Our Father in Heaven
HEIDELBERG CATECHISM, LORD’S DAYS 46
Why did Christ command us to call God “our Father”?
At the very beginning of our prayer Christ wants to kindle in us what is basic to our prayer – the childlike awe and trust that God through Christ has become our Father. Our fathers do not refuse us the things of this life; God our Father will even less refuse to give us what we ask in faith.
Why the words “in heaven”?
These words teach us not to think of God’s heavenly majesty as something earthly, and to expect everything for body and soul from his almighty power.
DEVOTIONAL: OCTOBER 22-28
Our Father in Heaven
When we pray, we pray to the Father, the first person of the Trinity. That’s what Jesus taught and the Catechism, faithful to Scripture, follows suit. It is true that we may also directly address the Son and Spirit, but our normal practice should be to pray to the Father in the name of the Son by the power of the Holy Spirit. This is not an insignificant matter. Jesus is the full embodiment of the character and purpose of the Father, and the Spirit has been poured out to point us to Jesus so that we will be reconciled to and renewed in the will of the Father.
Three themes can be identified:
First, Christians have the great privilege to know God as Father. There are many things we can and should say about Him. The Belgic Confession teaches that He is eternal, incomprehensible, invisible, unchangeable, infinite, almighty, completely wise, just, good, and the overflowing source/fountain of all good. I suspect Muslims, Buddhists and Hindus, among others, may say similar things about their “god” as well. Christianity, however, is different. We certainly profess that God is transcendent, but we simultaneously profess that He is personally present in our lives! He is a Father, one filled with love, tenderness, care and compassion. And the purpose of redemption, as the Westminster Confession states, is that Christians will “know God and enjoy Him forever.”
Second, Christians have the great privilege to know God as Father through Jesus Christ. This, too, is a big deal. John Calvin summarized what this actually means: “We are children of a Father, not slaves of a Master.” Because Jesus became sin (2 Corinthians 5:21), bore the weight of the guilt of sin (Galatians 3:13, Hebrews 10:22), and was punished for our sin (Isaiah 53), we have been welcomed into the Father’s family (Ephesians 2:11-22, Hebrews 2:11), set free from the fear of condemnation (Romans 8:1-4, 1 John 4:18), and are now free to approach the Father in Jesus’ name – with adoration, not fear; with confidence, not uncertainty (Hebrews 2:14-18, 4:14-16). Do you sense the graciousness of this grace? Most religions teach that their adherents must merit the favor of their god. Biblical Christianity, however, rejects every form of human merit. It focuses on the accomplished work of God’s Son and our Savior, Jesus Christ. We are children of a Father! We may freely approach Him with “awe and trust.”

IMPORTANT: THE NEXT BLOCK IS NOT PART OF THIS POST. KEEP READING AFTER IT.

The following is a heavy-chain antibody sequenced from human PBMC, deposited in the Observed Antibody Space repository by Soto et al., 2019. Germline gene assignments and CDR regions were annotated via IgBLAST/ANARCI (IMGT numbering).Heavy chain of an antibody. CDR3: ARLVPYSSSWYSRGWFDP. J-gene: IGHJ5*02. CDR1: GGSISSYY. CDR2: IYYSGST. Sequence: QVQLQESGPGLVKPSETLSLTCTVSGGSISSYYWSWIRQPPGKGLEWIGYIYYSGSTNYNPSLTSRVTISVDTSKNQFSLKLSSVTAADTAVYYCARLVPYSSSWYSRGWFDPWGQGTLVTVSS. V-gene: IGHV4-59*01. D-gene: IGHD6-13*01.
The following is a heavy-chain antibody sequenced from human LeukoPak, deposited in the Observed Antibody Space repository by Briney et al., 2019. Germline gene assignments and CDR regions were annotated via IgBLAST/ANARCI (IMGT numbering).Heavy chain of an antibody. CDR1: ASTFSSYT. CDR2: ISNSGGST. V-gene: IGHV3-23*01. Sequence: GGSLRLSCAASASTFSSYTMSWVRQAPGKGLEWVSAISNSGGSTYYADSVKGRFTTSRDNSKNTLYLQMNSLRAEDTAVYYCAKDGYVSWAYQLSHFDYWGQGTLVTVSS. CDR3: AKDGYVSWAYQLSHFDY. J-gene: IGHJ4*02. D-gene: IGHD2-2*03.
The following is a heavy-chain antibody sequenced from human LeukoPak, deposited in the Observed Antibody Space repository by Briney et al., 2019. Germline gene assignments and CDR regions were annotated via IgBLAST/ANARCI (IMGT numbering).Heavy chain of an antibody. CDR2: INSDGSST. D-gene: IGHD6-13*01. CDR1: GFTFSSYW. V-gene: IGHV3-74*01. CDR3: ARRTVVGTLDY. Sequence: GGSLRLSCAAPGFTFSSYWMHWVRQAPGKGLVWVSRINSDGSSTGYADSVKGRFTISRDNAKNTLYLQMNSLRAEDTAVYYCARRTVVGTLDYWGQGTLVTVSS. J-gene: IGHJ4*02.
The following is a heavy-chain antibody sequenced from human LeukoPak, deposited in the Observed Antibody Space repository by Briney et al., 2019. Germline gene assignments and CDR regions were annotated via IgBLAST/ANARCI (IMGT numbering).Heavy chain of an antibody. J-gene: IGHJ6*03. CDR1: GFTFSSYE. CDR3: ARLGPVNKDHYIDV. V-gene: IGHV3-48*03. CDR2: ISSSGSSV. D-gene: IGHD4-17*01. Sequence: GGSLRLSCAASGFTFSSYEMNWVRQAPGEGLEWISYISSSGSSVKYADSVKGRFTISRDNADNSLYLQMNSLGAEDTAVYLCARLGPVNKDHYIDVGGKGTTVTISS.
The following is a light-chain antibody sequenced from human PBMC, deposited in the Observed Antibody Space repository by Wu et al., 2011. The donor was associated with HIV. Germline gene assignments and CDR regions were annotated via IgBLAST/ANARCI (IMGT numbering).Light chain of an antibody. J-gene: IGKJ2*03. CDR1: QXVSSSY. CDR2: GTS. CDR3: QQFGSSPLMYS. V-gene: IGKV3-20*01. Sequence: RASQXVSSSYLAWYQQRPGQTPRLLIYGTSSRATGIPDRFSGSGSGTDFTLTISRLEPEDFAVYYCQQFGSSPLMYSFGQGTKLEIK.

Finally, Christians have the great privilege to know that God our Father is always for us. That’s why the Catechism teaches that He will not “refuse to give us what we ask in faith” and that we should “expect everything for body and soul.” We must, however, carefully nuance what this means. It does not mean that God indulges our every desire, that He is committed to turning us into spoiled brats in the name of Jesus. When we pray to Him in Jesus’ name, we can “expect everything for body and soul” as defined by the purpose of the cross and resurrection. That means we must avoid simplistic and childish prayers, prayers that echo selfish themes like these – Lord “give me what I want,” “fulfill my desires,” “my will be done” and that focus on things in our lives we want to control. Instead, Biblical prayer will always seek to echo God-glorifying themes like these – Lord “conform me to what you want,” “fulfill the Savior’s purposes in me,” “your will be done,” and will focus on God’s revealed purposes. To pray to the Father in Jesus’ name is to make His wishes our wants, His will our desires, His holiness our happiness. As the Psalmist says, “Not to us, O Lord, not to us but to your name be the glory” (115:1). God in Christ is our greatest treasure – our only comfort and joy – and it is through prayer that we deny ourselves, take up our cross and follow Him. God is for us because He alone knows and provides what we truly need according to His purposes.
The Father has lavished great love on us in Jesus Christ. We are the children of the true and living God – our Father in heaven (1 John 3:1). So, when we pray, we are turning to Him who has already turned to and poured out His grace on us. So, turn to Him in childlike awe and trust!
Pastor Calvin Hoogendoorn
Sunday, October 22
Monday, October 23
Tuesday, October 24
Prayerfully read Galatians 1:1-3 and Galatians 3:26-4:7. John Calvin stated: “We are children of a Father, not slaves of a master.” How does your “adoption to sonship” cultivate peace with the Father, joy in His grace, and a desire to share His mercy with others?
Wednesday, October 25
Thursday, October 26
Prayerfully read Ephesians 3:14-21. How do these words call and encourage you to “grasp” more and more “how wide and long and high and deep” is the Father’s love revealed in Jesus Christ?
Friday, October 27
Prayerfully read Colossians 3:15-17. How does the Father’s love for you lead you to a life of grateful and obedient love for the Father?
Saturday, October 28
Prayerfully read Ephesians 1:1-14. Take time to prepare your heart and mind to bring praise to the God and Father of our Lord Jesus Christ in worship with God’s people tomorrow.